Importantly, mentees can practice their skills in different contexts thus generalizing their new behaviors. The involvement of both teachers and families in the Mentor-UP program may increase the likelihood that adults notice mentees’ progress, thus further contributing to youths’ positive self-perception (Marino et al., 2020).

From this viewpoint, the small observed improvement in hyperactivity and inattention might be due to the structural characteristics of the mentoring relationships, which is caring and structured at the same time. It has been shown that mentees benefit the most from mentoring when they receive support but also when there is “some degree of structure in their relationships with their mentors” (Rhodes and DuBois, 2008, p. 255). Therefore, our study support the beneficial effects not only of establishing an enduring, caring and structured connection between mentors and mentees, but also the potential role of these relationships as tools and context for prevention experiences (e.g., Cavell et al., 2021). Indeed, another possible explanation for the effectiveness of Mentor-UP may be that this structured approach focused on socio-emotional and cognitive development is consistent with traditional interventions that enhance the skills set of children with ADHD, by using modelling, role playing, verbal instruction, behavioral rehearsal, time-out, organization of school materials, coaching and reinforcement in order to facilitate emotional and behavioral self-regulation in clinical settings (Glass et al., 2000; Corrin, 2004; Meinzer et al., 2018). This coherence across treatment and preventive strategies might help in explaining the underlying mechanism leading a positive relationship to result in a modest decrease of hyperactivity and inattention in a non-clinical sample of mentees.

However, it should be noted that the effect size of the pre-post change of hyperactivity and inattention is small (Cohen, 1988), in line with the majority of the studies using a youth mentoring model (DuBois et al., 2011). Nevertheless, hyperactivity problems are among the behaviors that teachers most complain about (Kos et al., 2006; Lawrence et al., 2017) and as such it was specifically chosen in this program as a target behavior. As a note, in the final meeting organized at the end of the Mentor-UP program, teachers reported their satisfaction for the social and behavioral changes observed in mentees, especially with regard to increased attention during lessons and increased quality of relationships with peers and adults. Unfortunately these comments were not systematically recorded and we could not include this type of data in the current study.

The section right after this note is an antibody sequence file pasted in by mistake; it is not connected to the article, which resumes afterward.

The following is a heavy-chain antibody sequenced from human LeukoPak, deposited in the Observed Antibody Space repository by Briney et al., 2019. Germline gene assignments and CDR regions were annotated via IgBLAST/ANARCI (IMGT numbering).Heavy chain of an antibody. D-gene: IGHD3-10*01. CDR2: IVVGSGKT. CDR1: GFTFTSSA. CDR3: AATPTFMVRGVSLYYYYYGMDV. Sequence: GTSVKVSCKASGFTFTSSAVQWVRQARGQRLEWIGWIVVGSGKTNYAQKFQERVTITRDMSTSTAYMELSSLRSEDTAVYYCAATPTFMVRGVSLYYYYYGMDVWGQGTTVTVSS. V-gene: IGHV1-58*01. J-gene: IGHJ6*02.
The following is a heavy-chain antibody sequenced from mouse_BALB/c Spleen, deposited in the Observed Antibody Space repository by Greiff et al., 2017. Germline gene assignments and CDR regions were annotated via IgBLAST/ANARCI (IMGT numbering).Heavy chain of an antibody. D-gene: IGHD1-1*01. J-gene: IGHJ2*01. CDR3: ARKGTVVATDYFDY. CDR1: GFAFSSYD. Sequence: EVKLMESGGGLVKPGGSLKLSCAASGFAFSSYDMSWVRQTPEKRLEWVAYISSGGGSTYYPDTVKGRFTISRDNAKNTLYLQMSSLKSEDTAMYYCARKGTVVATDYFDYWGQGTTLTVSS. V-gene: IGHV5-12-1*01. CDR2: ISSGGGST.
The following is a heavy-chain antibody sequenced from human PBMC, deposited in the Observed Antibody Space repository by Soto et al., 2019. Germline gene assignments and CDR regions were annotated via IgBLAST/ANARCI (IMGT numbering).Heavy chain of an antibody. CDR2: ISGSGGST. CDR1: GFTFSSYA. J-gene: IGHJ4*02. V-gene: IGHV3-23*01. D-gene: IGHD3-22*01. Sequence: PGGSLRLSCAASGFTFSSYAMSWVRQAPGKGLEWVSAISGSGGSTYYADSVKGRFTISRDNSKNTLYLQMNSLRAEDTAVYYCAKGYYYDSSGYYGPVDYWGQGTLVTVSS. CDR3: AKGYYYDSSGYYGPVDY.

With regard to control variables, in line with several studies on hyperactivity and inattention, the levels were higher in males rather than females (Arnett et al., 2015; Willcutt, 2012). Moreover, results showed that immigrant mentees have lower levels of hyperactivity and inattention. This in contrast with part of the literature on ADHD and immigrant background, which shows a higher likelihood of developing those symptoms in immigrant children (e.g., Rydell, 2010). However, there are other studies showing equal (Holmberg and Hjern, 2008) or lower (Derluyn et al., 2008) levels of hyperactivity and inattention in immigrant children. It is possible that different cultural backgrounds are associated to different risks of developing hyperactivity and inattention. Furthermore, parental status was not related to the outcome in the current study. This is also not in line with evidence showing that children living in a single-parent family are more likely to have ADHD symptoms as compared with children living in two-parent families (Russell et al., 2016). However, this result should be taken very cautiously as the number of participants living in single-parent families (or not living with any parent) was considerably lower than two-parent families in this sample.

Limitations